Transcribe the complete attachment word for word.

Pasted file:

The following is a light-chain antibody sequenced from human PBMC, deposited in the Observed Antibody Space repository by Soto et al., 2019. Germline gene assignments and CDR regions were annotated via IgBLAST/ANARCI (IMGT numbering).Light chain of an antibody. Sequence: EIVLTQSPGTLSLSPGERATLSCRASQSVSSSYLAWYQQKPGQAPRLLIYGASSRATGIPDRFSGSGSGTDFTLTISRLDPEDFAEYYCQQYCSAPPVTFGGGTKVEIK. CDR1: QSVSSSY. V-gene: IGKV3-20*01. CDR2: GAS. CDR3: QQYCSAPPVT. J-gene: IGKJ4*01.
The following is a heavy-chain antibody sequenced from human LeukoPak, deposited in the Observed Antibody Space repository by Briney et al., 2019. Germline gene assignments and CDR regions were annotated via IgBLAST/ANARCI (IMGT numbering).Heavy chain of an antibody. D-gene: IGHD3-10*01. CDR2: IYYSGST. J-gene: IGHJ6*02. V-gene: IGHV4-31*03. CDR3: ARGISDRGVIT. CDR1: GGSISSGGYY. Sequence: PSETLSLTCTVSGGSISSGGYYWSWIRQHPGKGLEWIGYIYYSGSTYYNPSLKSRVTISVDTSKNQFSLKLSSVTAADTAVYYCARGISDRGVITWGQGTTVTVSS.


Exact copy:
The following is a light-chain antibody sequenced from human PBMC, deposited in the Observed Antibody Space repository by Soto et al., 2019. Germline gene assignments and CDR regions were annotated via IgBLAST/ANARCI (IMGT numbering).Light chain of an antibody. Sequence: EIVLTQSPGTLSLSPGERATLSCRASQSVSSSYLAWYQQKPGQAPRLLIYGASSRATGIPDRFSGSGSGTDFTLTISRLDPEDFAEYYCQQYCSAPPVTFGGGTKVEIK. CDR1: QSVSSSY. V-gene: IGKV3-20*01. CDR2: GAS. CDR3: QQYCSAPPVT. J-gene: IGKJ4*01.
The following is a heavy-chain antibody sequenced from human LeukoPak, deposited in the Observed Antibody Space repository by Briney et al., 2019. Germline gene assignments and CDR regions were annotated via IgBLAST/ANARCI (IMGT numbering).Heavy chain of an antibody. D-gene: IGHD3-10*01. CDR2: IYYSGST. J-gene: IGHJ6*02. V-gene: IGHV4-31*03. CDR3: ARGISDRGVIT. CDR1: GGSISSGGYY. Sequence: PSETLSLTCTVSGGSISSGGYYWSWIRQHPGKGLEWIGYIYYSGSTYYNPSLKSRVTISVDTSKNQFSLKLSSVTAADTAVYYCARGISDRGVITWGQGTTVTVSS.